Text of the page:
As a result, this revealed new insights into the monument’s impressive longevity, according to a recent study in the journal PLOS ONE.
A series of investigations that allowed researchers to peer inside one of Stonehenge's 52 sandstone megaliths, known as sarsens, to learn more about its geology and chemistry.
They looked at Stone 58, a core sample taken from one of the sarsens during conservation efforts in the 1950s. It was stored in the US for decades before being returned to the UK in 2018 for research, according to Reuters.
The sarsens are made of silcrete, a type of stone created by groundwater washing over buried silt within a few yards (meters) of the ground surface.
The study revealed the interior structure of Stone 58. It revealed that the silcrete is mostly made up of sand-sized quartz grains held together by an interlocking mosaic of quartz crystals. Even when subjected to millennia of wind and weather, quartz is incredibly resilient and does not easily shatter or disintegrate.
“This explains the stone’s resistance to weathering and why it made an ideal material for monument-building,” said David Nash, a geomorphologist at the University of Brighton.
The sarsens were built circa 2500 BC on Salisbury Plain in Wiltshire by late Neolithic people. Each is around 23 feet tall above ground, with another 7 feet underneath, and weighs about 24 tons.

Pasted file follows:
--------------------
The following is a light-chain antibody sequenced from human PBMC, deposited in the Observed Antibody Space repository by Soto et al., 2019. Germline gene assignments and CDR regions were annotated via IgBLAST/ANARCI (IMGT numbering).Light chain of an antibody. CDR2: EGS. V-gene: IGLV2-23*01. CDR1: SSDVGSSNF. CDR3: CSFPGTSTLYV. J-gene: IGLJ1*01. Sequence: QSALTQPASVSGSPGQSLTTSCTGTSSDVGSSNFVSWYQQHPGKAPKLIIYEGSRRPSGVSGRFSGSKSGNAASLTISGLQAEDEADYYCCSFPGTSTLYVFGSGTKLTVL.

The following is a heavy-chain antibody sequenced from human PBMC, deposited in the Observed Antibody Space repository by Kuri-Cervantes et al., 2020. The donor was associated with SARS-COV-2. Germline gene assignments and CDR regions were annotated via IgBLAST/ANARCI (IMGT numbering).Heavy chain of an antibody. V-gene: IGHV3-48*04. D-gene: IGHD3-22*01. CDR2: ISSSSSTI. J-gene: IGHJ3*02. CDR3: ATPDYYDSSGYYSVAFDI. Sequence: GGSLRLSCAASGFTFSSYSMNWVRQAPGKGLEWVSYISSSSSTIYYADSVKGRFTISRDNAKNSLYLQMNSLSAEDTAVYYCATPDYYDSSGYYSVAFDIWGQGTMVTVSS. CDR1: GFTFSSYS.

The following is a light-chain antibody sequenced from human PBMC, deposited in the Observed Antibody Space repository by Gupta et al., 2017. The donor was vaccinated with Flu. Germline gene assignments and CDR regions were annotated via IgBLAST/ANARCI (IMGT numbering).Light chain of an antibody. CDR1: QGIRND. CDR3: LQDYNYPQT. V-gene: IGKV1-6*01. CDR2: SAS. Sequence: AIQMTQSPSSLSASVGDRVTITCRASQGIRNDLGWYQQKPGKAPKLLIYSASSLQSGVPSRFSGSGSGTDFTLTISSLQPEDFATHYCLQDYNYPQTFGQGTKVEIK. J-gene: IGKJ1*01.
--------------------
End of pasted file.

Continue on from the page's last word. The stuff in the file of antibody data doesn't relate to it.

The core sample, which is about an inch in diameter and a yard long, is brighter than the megaliths' pale gray shell.
It was given to Robert Phillips, who worked for a conservation company, as a token of appreciation. When he relocated to the United States in 1977, he took it with him with permission. He opted to return it to the UK for research in 2018. In the year 2020, he passed away.
Nash told Reuters that getting access to the core was the “Holy Grail” of the research and said, “All the previous work on sarsens at Stonehenge involved samples either excavated from the site or knocked off from random stones.”
The researchers studied shards and wafer-thin slices of the core sample using CT scanning, X-rays, microscopic analysis, and numerous geochemical techniques, as such testing was prohibited for megaliths at the site.
It’s still not entirely clear exactly when the rock was formed, but researchers discovered that some of the sand grains wedged in the rock were most likely present in the Mesoproterozoic era which was around 1 to 1.6 billion years ago.
Check out the full PLUS ONE study about the Stonehenge rocks here.